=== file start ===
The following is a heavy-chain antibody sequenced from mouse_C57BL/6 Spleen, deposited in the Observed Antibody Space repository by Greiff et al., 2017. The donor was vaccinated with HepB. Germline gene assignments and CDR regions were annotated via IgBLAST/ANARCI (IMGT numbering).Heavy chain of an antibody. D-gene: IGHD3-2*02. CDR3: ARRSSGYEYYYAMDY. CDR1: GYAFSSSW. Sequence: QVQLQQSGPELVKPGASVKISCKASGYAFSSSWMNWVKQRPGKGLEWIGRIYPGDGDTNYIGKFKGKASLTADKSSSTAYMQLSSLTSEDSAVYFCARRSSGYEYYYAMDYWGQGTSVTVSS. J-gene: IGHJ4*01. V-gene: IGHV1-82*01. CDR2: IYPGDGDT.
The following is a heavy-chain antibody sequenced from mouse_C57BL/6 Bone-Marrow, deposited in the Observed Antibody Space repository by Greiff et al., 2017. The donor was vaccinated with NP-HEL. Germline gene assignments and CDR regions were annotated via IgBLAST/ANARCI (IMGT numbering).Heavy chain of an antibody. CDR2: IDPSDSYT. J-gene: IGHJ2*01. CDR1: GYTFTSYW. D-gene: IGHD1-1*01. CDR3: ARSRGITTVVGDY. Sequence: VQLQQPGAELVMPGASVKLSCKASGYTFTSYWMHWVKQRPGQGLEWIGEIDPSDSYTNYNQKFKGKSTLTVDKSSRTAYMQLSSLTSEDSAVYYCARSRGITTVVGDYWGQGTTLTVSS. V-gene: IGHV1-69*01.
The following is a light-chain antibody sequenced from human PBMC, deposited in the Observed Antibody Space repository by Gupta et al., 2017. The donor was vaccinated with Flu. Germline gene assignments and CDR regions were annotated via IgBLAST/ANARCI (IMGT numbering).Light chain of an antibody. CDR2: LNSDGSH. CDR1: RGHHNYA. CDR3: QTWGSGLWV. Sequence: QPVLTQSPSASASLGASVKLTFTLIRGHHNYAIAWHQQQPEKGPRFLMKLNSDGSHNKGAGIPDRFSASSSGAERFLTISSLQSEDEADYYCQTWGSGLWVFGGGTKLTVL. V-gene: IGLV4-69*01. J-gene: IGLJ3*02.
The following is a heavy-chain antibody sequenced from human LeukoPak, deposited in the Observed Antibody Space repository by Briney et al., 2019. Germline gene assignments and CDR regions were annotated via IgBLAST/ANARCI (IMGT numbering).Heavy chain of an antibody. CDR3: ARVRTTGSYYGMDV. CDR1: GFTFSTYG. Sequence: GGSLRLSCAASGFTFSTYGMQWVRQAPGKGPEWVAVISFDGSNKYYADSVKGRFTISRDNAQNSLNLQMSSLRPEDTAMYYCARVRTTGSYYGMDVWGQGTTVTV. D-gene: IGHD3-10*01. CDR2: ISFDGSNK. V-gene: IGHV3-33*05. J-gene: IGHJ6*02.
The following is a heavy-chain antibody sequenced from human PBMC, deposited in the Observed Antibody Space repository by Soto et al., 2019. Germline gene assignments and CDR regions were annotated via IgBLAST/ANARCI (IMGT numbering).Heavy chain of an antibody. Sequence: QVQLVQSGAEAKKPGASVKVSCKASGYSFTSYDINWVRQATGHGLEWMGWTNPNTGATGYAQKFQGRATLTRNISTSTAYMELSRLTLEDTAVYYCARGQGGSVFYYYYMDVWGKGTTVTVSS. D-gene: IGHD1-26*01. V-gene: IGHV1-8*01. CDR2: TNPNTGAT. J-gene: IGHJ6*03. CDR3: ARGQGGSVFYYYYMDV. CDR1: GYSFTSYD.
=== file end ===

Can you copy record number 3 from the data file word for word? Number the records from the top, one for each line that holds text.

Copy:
The following is a light-chain antibody sequenced from human PBMC, deposited in the Observed Antibody Space repository by Gupta et al., 2017. The donor was vaccinated with Flu. Germline gene assignments and CDR regions were annotated via IgBLAST/ANARCI (IMGT numbering).Light chain of an antibody. CDR2: LNSDGSH. CDR1: RGHHNYA. CDR3: QTWGSGLWV. Sequence: QPVLTQSPSASASLGASVKLTFTLIRGHHNYAIAWHQQQPEKGPRFLMKLNSDGSHNKGAGIPDRFSASSSGAERFLTISSLQSEDEADYYCQTWGSGLWVFGGGTKLTVL. V-gene: IGLV4-69*01. J-gene: IGLJ3*02.